A bit more on working with VFX…meaning filters and transitions…in a show. One thing that I find very important is not to have the VFX distract the viewer from the story. The VFX are to emphasize the story point, punctuate what I am trying to say. If it is too flashy, or too fast, or happens on top of what the person is saying then I’ve distracted from the story and taken the viewer out of the moment. I’m lucky that many of the producers I work with feel the same way. Story is king…let the story happen. TELL the story. The story is the cake…the VFX are the frosting. The cake is good on it’s own, but frosting makes it better. A pile of frosting with no cake is too sweet (although my wife will disagree with me on this). Too much sweet with little to no substance. Filters and transitions used well, will add to your story.

Now, that’s not to say that I haven’t done over the top VFX. I most certainly have. I’ve worked on many reality shows and clip shows that lack a lot of substance, and to make up for that, we add flash. We will take one picture and milk it for all it’s worth…push in here FLASH, wipe there WHOOSH, pull out here BAM BAM BAM flashbulbs going off push in to have it settle on the girls face. Although a bit gratuitous, it might serve a point. “Britney Spears leaves the Mickey Mouse club…and moves on to pursue a career in music….BAM BAM FLASH FLASH WHOOSH BANG BOOM!” The VFX is there to punctuate the moment, and it has a language…paparazzi, stardom. And sometimes to cover up the fact that we really have no substance.


One of the challenges of working on a show where it is divided up among the editors, say one editor per act, is that we might end up using the same shot or still in Act 4 that someone used in Act 2. You can avoid this by occasionally watching or skimming the other acts to see if that shot is used. Or, if a shot really works well for me, I’ll ask the other editors if they are using it, or plan to, and if so…plead my case as to why I should be able to use it. And even when we do this, when we all watch the assembled show for the first time, we’ll see duplicate footage, or hear duplicate music. At that point we’ll discuss who gets to use what, and who needs to replace it. in a perfect world, this would happen BEFORE the first screening with the EP, either we screen it with the producer, or he watches it alone and finds the shots…but doesn’t always happen. Be hopeful that your EP (executive producer) understands the issues and just mentions the duplicate footage…rather than throwing a fit. “WTF?!?! I just saw that two acts ago! REMOVE IT!”


Of course the biggest thing in working in a multi-editor per episode show is communication. Besides the “are you using this shot” type stuff. I will go to the lead editor and ask for them to watch my act with me, and give me feedback. they know they show, they are in charge of the show style, so they will give me pointers to make my act cut together more seamlessly with the others. Sometimes I’m the lead editor that people come to for advice. One thing I found too is that often after the first screening, when all us editors are milling about after getting our acts picked apart by the EP…we tend to discuss our acts, and the style used. “Hey, I really liked that clever wipe transition you used in Act 5…mind if I steal that for Act 2?” Or, “I really liked how you amped up the drama in that reenactment. I can’t figure out how to do what you did…can you help me with that?” Or we’ll ask where they found a certain sound effect, or music cue and play off of each other. It can, at times, be like the Shakespearian era playwrights…each taking an idea and modifying it to make it better. Only in our case, we tried to tell a story in one way, but see how someone else did it, and try their approach.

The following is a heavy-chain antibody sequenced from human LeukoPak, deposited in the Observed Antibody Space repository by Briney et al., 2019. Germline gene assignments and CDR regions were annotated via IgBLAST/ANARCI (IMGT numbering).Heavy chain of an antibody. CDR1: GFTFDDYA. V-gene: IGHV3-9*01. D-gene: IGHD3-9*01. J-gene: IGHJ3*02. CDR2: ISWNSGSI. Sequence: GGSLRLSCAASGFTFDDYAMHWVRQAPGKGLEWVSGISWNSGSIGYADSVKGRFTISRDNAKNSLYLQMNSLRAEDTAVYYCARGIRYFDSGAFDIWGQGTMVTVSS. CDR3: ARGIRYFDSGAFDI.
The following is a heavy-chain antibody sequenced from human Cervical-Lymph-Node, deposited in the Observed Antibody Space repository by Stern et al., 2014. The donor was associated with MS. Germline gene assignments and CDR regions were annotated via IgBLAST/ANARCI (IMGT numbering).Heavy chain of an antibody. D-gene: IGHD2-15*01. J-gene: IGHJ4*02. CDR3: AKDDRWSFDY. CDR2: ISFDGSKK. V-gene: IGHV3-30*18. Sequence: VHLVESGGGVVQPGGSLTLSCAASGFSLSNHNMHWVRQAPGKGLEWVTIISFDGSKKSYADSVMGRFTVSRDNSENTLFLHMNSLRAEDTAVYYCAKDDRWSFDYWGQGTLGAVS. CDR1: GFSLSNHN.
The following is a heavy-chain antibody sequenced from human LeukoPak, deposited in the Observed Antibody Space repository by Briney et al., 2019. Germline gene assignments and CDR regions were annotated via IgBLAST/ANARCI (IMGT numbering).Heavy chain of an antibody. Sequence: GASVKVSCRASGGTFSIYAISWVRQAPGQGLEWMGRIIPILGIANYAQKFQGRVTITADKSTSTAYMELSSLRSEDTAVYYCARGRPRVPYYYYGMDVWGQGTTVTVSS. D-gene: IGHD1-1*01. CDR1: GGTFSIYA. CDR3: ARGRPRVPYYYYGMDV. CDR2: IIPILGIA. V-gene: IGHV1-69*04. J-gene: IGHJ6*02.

One thing I forgot to mention is that sometimes the lead editor will go through all of the show…all of the acts…and do a “style pass.” They will take all the separate acts by separate editors and make it all conform to the style of the show. This does happen in docs on occasion, but I see it more in reality. I myself have been hired specifically as the “style editor,” or ‘finishing editor.” I might have an act of my own, but also be in charge of the overall look of a show.

To close on an anecdotal note…I once worked on a doc series and we were very behind. There were two of us editors on this one act, and the producer would write on page, give it to me and I’d go to work on it. Page two he’d hand off to my partner and he’d work on that. Page 3 was mine, and so on. This was tough because we weren’t editing separate acts…not even separate thoughts separated by a music cue. We were just picking up on the next page. To deal with this, we’d edit without music and effects, just get the story down and filled with b-roll and some slight pacing. And when we had assembled the act, or at least two separate thoughts, we then divvied them up and tackled them, adding music and effects. And when we finished the whole act, the other editor would take it over and smooth out all the edits and make it into one cohesive piece (they happen to be the lead on that show).

Note that narrative shows also have a show style that all the editors need to conform to. CASTLE has a very unique look and style, as do BURN NOTICE, PSYCH, LAW & ORDER SVU, MAD MEN and THE BIG BANG THEORY. Those editors also need to fit within the show style, and make it appear as though one editor cuts the whole series. And a few of these shows also happen to have two or more editors (note this in the TV series, LOST).